Brown refuses to pull ad mentioning late Sen. Kennedy

Massachusetts Sen. Scott Brown says he won't cow to pressure from former Rep. Patrick Kennedy, whose father, the late Sen. Edward Kennedy, is being featured in a radio ad rejecting the mandate requiring religious employers to provide birth control coverage.

Kennedy asked the Republican senator to pull the ad claiming his father supported religious exemptions for employers and health insurers, but only on certain medical procedures, and not as a blanket exemption to deny birth control to employees.

"Providing health care to every American was the work of my father's life. The Blunt amendment you are supporting is an attack on that cause," the former congressman wrote, referring to the "conscience" exemption offered by Sen. Roy Blunt, R-Mo., in legislation facing the Senate.

"My father would never have supported this extreme legislation," reads the letter obtained by The Wall Street Journal.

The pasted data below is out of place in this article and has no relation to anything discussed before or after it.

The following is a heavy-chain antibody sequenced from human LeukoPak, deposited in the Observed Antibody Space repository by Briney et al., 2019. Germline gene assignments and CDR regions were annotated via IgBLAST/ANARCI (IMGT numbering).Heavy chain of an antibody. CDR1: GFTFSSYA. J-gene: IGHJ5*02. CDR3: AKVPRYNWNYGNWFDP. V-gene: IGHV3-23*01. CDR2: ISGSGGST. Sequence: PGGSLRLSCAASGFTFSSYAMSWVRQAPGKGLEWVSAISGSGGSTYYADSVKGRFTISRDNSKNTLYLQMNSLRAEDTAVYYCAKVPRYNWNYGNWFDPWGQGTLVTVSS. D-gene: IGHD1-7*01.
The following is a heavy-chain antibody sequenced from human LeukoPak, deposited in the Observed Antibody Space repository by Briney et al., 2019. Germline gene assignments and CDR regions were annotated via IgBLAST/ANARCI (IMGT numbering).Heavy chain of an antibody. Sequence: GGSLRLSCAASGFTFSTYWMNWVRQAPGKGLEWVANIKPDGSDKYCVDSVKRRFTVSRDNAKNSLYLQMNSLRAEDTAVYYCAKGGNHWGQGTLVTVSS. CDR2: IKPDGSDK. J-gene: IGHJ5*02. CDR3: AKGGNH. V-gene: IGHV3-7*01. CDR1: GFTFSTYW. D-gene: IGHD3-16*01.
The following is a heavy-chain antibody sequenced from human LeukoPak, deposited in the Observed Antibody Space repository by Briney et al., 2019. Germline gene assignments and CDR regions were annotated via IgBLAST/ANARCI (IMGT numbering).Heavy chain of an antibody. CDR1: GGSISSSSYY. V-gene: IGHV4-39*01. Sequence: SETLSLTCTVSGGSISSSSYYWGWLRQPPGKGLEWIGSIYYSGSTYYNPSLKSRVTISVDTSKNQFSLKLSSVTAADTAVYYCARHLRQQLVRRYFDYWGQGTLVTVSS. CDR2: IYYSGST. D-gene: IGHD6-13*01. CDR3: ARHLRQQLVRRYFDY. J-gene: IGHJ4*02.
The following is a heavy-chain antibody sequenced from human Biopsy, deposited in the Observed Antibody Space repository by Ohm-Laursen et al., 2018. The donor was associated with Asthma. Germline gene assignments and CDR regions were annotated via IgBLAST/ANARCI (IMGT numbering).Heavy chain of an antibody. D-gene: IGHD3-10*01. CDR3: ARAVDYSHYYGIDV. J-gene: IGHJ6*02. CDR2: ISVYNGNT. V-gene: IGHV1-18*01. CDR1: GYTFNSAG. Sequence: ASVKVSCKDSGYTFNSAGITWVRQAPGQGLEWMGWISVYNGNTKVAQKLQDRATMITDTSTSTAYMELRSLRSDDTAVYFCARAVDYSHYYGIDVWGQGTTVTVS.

Kennedy said he appreciates Brown's previous expressions of respect for his dad, who was known as the "Lion of the Senate," but "do not confuse my father's positions with your own .... misstating his positions is no way to honor his life's work."

Brown, who's in a tough reelection battle against Democratic challenger Elizabeth Warren, told reporters on Monday that he wouldn't take down the ad.

He added that he was "confused" by Kennedy's letter because the Rhode Island Democrat appeared to share the same position as his father on the issue and co-sponsored a similar conscience exemption bill when he was in Congress.

In a letter to Kennedy, Brown wrote that he believed his father "did not mean to put himself on the opposite side of the church or to suggest that he would force them to accept a situation with which they could not abide."

But the WSJ reports, Brown wrote that's exactly what the mandate forces religious groups to do.

"I'd like to think your dad would have been working with me to find an accommodation that all sides found satisfactory," reads the letter.